Channels - Like deep holes, channels, whether natural or manmade, offer refuge from the winter chill for many fish species. Again, the timing will be opposite of summer fishing patterns. Anglers should fish in the channel early in the day, while the fish are still staying warm in the security of the deep water. Then, they should concentrate on the channel edges later in the day as the water warms up. And, as is the case with deep holes, there is often a thermocline present in channels. Find the thermocline and you will find the largest concentration of fish. Also, don't overlook the shallows right along the edges of the channels, as these are the first shallow water areas fish will move into as the water warms.




As winter settles over the Texas coast, fish behavior changes. No longer are fish aggressively tracking down and striking baits and lures with rather abandon. Rather, they become more subdued and try to take advantage of an easy meal when the opportunity presents itself. Anglers need to adjust their tackle and techniques to take advantage of this change.


Typically, the most aggressive feeding activity during winter will occur during the middle of the day when the water is warmer. Fish are no different than humans in that sense - they are going to be more active when they are more comfortable. During the cooler morning hours, fish may still feed, but will typically be much more lethargic.


Tide is still important in winter, but during this time of year it seems as if temperature takes priority when triggering feeding activity. During the warm part of the day -- from mid-morning to mid-afternoon -- fish will usually feed regardless of tidal movement, but will do so more vigorously if the current is moving.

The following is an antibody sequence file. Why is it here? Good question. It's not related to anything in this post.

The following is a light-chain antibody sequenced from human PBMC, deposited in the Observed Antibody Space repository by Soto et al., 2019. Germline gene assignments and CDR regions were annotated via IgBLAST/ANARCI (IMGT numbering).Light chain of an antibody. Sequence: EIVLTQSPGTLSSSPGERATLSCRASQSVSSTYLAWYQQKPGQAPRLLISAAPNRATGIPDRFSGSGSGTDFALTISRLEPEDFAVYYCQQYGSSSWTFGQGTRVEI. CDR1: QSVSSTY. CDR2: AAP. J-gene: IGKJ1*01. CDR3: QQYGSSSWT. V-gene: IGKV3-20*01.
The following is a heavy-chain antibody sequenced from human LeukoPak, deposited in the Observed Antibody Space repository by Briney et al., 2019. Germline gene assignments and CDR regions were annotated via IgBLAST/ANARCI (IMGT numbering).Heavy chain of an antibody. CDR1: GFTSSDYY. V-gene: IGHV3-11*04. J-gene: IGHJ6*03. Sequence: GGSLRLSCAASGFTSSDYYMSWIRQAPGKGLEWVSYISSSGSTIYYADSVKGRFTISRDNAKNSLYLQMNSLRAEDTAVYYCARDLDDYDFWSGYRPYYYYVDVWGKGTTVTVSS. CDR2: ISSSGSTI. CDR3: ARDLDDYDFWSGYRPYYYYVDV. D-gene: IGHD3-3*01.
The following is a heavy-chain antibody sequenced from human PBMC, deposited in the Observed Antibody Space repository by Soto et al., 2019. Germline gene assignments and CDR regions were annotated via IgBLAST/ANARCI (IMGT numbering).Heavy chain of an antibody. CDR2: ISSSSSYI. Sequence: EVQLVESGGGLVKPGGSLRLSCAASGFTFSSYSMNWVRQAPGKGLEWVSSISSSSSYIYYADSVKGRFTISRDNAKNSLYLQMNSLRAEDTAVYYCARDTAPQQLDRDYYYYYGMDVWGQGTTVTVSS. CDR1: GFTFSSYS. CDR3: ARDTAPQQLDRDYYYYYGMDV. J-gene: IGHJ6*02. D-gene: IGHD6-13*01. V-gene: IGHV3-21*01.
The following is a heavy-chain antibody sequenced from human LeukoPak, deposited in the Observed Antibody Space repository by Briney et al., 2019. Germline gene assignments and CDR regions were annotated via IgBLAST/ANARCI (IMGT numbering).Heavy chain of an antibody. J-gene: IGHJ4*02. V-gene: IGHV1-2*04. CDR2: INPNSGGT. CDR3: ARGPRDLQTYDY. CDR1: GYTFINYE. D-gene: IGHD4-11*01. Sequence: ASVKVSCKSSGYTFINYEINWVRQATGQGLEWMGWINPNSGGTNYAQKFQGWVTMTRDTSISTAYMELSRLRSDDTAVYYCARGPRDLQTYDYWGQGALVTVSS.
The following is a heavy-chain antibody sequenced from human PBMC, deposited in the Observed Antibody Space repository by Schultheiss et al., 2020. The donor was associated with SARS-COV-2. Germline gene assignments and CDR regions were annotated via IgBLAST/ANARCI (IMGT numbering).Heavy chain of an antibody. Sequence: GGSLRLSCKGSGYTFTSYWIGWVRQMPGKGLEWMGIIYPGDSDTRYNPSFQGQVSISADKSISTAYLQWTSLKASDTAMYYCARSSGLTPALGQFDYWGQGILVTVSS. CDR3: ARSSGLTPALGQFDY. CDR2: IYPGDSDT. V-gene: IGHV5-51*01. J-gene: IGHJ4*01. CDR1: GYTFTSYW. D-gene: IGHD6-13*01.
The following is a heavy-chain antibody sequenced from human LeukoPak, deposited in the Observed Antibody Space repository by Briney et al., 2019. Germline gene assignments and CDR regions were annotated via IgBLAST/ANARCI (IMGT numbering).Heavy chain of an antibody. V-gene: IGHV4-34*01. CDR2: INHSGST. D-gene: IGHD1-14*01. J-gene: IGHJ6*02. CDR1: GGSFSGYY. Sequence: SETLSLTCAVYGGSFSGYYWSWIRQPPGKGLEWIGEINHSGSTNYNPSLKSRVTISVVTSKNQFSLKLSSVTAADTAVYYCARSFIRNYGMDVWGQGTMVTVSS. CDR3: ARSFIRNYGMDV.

Winter is a season when a surface bite is possible almost any time of the day. But, the retrieve needs to be slow and the bait needs to be large in order to consistently get fish to strike. Basically, fish are lethargic and lazy during the winter and don't want to move far to get a meal. And, when they do go for a bite, they want something worth eating. So, plugs needs to be worked in a manner that makes it hard for them to resist. This means a slightly slower retrieve and making repeated casts in an area to make sure every inch of water is covered.


Slow-sinking plugs and plastics are also good winter-time producers. Again, the baits need to be presented in a way that make the fish feel as if the payoff is worth the effort.


Anglers also need to be aware of the drastically changing water conditions during winter. Just prior to, during and right after a front, the water will usually be rough and dirty, calling for noisier plugs in either bright or dark colors to be seen (bright contrasts well against a dirty water background, while dark colors offer a good sillouette or profile). However, on the calm days between fronts, Texas bays experience some of the clearest water conditions of the year. When the water is ultra-clear, anglers are best served throwing subtle or natural color patterns. In fact, under these conditions, clear lures often draw the most strikes.




A final key to success for fishermen during the winter is comfort. It may sound simple, but being warm on a cold winter day makes it easier for an angler to concentrate on the task at hand -- making good casts, precise retrieves, and feeling the slightest tap of a pickup. The best thing to do is dress in layers in order to be able to adjust to the changing temperatures of a winter day. Shed unnecessary layers of clothes as the day warms and add layers as the evening cools. Make sure you are wearing enough clothing to be warm, yet be careful not to add bulky layers that will make casting, retrieving and hooksetting cumbersome.


Winter fishing can certainly be productive. However, anglers need to remember that fish, like fishermen, like to stay warm as winter temperatures drop. So, the key to fishermen consistently finding fish during winter will be finding the areas they go to get toasty when the water cools and dressing appropriately so as to not get too cold themselves.